I do agree that the 32X shouldn't have came out. They should have just focused on the Saturn. The only way the 32X would make sense would be if Sega delayed the Saturn for a launch in 1996.
But I think this would be the best alternate history:
1988(?) - Sega when designing the MegaDrive/Genesis adds traces on the expansion port to allow for CRAM expansion.
1991 - Sega designs the Sega CD as it was but now makes it also expand CRAM to match the color capabilities of the SNES and possibly PC-Engine. Possibly also gives the system more RAM.
1992-1994 - With this set up the Genesis is pretty much as it was to the consumer, the Sega CD however is an even better upgrade now since it pretty much brings the Genesis up to par with if not better than the SNES. So there's some good potential here for the system. Marketing wise Sega while still pushing some FMV games, also pushes for other genres like RPGs, Shooters, Arcade Ports, as well as some platformers. With this kind of marketing push the Sega CD could possibly have been the system to own for RPGs and Arcade games. Sega also later releases a cheaper combo unit that eventually replaces the Genesis in stores.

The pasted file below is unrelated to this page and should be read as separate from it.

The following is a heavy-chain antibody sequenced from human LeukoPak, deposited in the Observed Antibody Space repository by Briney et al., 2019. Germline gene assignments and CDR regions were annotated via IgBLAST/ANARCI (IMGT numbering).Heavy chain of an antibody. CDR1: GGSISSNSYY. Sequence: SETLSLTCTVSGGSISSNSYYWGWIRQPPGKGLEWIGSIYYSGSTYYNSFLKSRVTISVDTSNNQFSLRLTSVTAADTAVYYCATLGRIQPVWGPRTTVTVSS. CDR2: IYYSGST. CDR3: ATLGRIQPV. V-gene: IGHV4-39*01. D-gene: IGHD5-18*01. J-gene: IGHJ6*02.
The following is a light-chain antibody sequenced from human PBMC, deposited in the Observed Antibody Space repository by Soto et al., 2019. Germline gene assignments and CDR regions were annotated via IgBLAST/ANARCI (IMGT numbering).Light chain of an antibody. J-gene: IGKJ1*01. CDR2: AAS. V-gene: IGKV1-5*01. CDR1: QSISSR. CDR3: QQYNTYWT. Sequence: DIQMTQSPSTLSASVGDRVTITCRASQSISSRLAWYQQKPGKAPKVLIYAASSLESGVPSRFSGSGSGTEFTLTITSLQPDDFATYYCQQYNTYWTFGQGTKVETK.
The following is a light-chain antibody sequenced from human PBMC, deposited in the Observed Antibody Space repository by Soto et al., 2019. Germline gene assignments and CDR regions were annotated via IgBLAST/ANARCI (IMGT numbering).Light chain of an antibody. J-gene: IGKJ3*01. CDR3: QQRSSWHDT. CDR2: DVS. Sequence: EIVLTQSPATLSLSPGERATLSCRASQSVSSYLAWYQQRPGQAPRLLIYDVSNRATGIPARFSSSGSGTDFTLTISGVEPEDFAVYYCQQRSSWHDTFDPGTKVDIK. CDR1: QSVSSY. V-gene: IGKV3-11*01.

1994 - Since the color was already addressed with the Sega CD, there's not much demand for something like the 32X. If anything the 32X is instead released as an expansion cartridge for the Sega CD that includes RAM and the SVP chip.
November 1995 - Sega launches the Saturn globally. With the extra year to develop games and iron out hardware bugs the Saturn now has a bit more streamlined design, its still similar to what we got but the transparency issues are fixed, lighting support is possibly improved, and it's easier to develop for thanks to better dev kits. Due to the possible success of the Genesis/Sega CD, Sega launches the Saturn with a card that has the Genesis and Sega CD hardware on it to allow for backwards compatibility. Many 32X projects are either released on the Sega CD or Saturn or both. Saturn would then have a successful launch due to more polished software, a better launch line up, and backwards compatibility.